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The Laws of England, Compiled and translated into the Māori language.

§ 31

[i roto i te reo Māori]

§ 31.

The custom of nations who have made no advance from barbarism is different. With them, it is usual for the man who has been injured, or for the relations of a man slain, not only to judge, but to punish the offender, and even, if they think it just that he should die, to kill him. This is very wrong, for the passions of these persons are excited, and men cannot judge rightly when in a state of excitement. Moreover, if the infliction of punishment is left to them, they may be carried away by revengeful passion and make it unnecessarily severe. Again, in such a case, the relations of the offender thus put to death might in their turn seek revenge, and the evil would increase.

Another reason why it is not right that the party suffering wrong should seek to redress his own injury is, lest, on the one hand, while smarting under a sense of the wrong he might be led to punish the wrongdoer too severely, or lest, on the other hand, he might allow himself to be bribed by him, and accept a gift as satisfaction, and so a criminal might escape punishment altogether. A rich man might in this manner escape punishment for his offence.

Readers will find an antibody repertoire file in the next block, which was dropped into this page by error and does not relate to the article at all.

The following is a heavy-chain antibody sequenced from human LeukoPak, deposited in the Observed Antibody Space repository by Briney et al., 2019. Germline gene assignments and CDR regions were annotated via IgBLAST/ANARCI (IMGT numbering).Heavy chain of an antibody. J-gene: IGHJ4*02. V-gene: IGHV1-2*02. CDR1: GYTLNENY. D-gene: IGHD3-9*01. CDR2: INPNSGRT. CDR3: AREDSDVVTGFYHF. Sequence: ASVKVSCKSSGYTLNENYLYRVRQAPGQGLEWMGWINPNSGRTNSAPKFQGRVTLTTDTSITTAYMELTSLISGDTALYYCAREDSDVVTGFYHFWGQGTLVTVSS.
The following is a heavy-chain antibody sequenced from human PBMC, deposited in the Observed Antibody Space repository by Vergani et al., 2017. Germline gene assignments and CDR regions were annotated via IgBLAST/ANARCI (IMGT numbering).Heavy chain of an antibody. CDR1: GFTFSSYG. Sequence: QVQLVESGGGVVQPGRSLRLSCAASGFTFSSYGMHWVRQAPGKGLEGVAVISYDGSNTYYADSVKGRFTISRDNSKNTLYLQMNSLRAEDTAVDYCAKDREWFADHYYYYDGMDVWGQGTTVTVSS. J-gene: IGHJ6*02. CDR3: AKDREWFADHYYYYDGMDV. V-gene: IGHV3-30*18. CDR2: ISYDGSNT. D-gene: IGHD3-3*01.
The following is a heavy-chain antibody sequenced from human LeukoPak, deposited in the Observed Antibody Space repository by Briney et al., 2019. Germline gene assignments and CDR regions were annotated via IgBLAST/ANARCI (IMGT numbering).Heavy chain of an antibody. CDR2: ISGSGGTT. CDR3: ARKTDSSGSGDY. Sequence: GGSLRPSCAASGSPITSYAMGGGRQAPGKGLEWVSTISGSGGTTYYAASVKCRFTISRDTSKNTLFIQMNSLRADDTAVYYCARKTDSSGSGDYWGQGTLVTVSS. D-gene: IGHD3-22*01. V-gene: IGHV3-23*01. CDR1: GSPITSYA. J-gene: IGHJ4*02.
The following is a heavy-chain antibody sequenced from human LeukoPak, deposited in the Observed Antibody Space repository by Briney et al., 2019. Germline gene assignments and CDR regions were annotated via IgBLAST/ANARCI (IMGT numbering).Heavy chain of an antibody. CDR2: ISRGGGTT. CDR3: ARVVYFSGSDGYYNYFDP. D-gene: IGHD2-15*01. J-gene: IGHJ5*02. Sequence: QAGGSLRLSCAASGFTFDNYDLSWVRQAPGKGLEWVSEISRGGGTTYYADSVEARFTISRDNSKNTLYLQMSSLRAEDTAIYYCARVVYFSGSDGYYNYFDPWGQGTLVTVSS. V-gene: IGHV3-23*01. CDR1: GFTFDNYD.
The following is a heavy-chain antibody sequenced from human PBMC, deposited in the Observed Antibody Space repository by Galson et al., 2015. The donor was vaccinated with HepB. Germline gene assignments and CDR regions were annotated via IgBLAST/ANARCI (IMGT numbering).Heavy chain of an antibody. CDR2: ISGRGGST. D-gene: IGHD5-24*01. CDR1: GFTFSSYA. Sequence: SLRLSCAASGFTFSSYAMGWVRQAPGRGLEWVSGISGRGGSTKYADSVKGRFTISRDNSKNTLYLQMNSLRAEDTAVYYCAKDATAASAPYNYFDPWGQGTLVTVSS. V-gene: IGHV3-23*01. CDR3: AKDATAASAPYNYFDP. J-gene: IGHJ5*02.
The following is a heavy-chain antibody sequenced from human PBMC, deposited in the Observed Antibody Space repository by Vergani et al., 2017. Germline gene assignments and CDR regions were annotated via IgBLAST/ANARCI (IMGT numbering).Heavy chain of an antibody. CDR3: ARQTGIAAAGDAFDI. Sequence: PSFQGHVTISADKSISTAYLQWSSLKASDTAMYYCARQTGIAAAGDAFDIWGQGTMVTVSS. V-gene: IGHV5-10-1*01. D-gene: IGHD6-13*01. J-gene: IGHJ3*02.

Therefore the law says, let an officer be appointed whose special duty shall be to carry into execution the sentences delivered in the Court by the Judge, and to inflict the punishments awarded by him to offenders. Let him be a stranger to the matter, unconnected alike with the man who suffered and the man who did the wrong, so that he may not be induced to punish too severely, from anger, or too slightly, from favour or pity. The name of this Officer is the Sheriff. This is an admirable arrangement, for no one can feel anger towards the Sheriff: every one knows that be does not act from his own thought, but merely carries into effect that which the Law commands.